Meanwhile in Japan. F-35s deployed to Kadena Air Force Base in Japan have deployed without radar reflectors, which means the jets are taking advantage of their full stealth capabilities. The plane geeks over at the Aviationist spotted the subtle change in the fighter jet’s kit, and it indicates the U.S. forces in the region are preparing to use the full range of their military capabilities amid rising tensions with North Korea.
So much for stealth. A new GAO report has identified possible flaws in transponders used by the F-22, which could undermine the fighter jet’s stealth capabilities.
The Warthog lives. Air Force officials aren’t ready to kill off the A-10 Warthog just yet, Defense News reports. Pentagon officials will be asking Congress for funding to replace wings on the jets, though the exact number of the close-air support planes will survive remains to be seen.
GBU-57 upgrade. The U.S. Air Force deployed an upgraded version of its GBU-57 bunker busting bomb to be carried by the B-2 stealth bomber. The new weapon, said to provide better performance against underground and fortified targets, could be used as part of an American strike on North Korea.
North Korea sanctions. American officials unveiled new sanctions last week on a slew of North Korean companies, ships, and its oil ministry, in the latest attempt by the Trump administration to rein in a newly aggressive Pyongyang.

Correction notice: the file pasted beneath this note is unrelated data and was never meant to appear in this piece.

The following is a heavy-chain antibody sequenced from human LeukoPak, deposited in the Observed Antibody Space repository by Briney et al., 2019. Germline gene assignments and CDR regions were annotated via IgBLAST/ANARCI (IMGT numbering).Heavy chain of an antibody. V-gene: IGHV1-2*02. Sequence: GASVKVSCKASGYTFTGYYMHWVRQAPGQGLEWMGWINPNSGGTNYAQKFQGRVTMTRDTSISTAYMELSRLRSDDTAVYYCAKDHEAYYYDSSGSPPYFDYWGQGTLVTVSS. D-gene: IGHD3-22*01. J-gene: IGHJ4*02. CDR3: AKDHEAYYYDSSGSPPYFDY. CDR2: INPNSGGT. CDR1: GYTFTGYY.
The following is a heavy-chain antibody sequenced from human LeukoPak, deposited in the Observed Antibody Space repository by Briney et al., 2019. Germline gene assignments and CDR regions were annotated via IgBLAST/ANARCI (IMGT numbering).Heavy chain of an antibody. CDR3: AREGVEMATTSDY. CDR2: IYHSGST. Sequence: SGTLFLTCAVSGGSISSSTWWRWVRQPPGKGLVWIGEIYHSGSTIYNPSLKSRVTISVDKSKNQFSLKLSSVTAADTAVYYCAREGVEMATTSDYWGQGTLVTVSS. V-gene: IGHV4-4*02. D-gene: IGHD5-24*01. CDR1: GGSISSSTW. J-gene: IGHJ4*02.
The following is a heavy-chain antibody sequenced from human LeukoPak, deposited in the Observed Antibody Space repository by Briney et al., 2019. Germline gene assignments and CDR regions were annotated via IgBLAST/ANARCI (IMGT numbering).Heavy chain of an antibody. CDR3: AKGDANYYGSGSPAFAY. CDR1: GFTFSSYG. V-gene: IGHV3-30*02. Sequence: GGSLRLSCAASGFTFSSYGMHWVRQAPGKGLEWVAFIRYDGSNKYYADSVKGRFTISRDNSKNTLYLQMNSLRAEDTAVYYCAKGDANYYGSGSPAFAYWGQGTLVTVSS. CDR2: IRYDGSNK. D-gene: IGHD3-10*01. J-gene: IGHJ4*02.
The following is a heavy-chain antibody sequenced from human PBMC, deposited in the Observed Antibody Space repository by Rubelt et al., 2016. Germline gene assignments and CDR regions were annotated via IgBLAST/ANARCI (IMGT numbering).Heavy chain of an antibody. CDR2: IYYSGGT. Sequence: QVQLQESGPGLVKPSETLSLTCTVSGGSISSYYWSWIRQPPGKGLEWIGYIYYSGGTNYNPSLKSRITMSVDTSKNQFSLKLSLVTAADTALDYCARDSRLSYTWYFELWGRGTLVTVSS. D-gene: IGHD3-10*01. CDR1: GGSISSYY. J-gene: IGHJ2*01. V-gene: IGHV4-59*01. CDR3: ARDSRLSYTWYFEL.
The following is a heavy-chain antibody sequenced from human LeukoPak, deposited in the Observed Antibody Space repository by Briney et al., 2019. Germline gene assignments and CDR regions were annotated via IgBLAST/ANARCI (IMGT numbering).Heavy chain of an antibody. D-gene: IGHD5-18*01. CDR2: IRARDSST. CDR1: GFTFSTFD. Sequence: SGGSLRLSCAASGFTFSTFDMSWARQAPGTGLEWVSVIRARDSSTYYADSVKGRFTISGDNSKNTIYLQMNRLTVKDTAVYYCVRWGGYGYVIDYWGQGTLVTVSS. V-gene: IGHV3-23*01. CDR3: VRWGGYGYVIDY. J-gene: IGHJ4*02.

Let’s play blackjack. Russian President Vladimir Putin inked an order for new Tu-160 strategic bombers, a move that he said will strengthen the Russian nuclear triad. The sweep-wing, supersonic aircraft — also known as the Blackjack — has played a key role in harassing Russia’s neighbors in recent years.
The “Iron Man” suit. American Special Operations is seeking proposals for a so-called Iron Man suit, a tactical exoskeleton suit supposed to increase its user’s strength and mobility and integrate a suite of sensors, Defense News reports.
Hypersonic engine: DARPA has asked the rocket maker Orbital ATK to examine how to integrate turbine and hypersonic engines for a possible new engine design, Space Daily reports.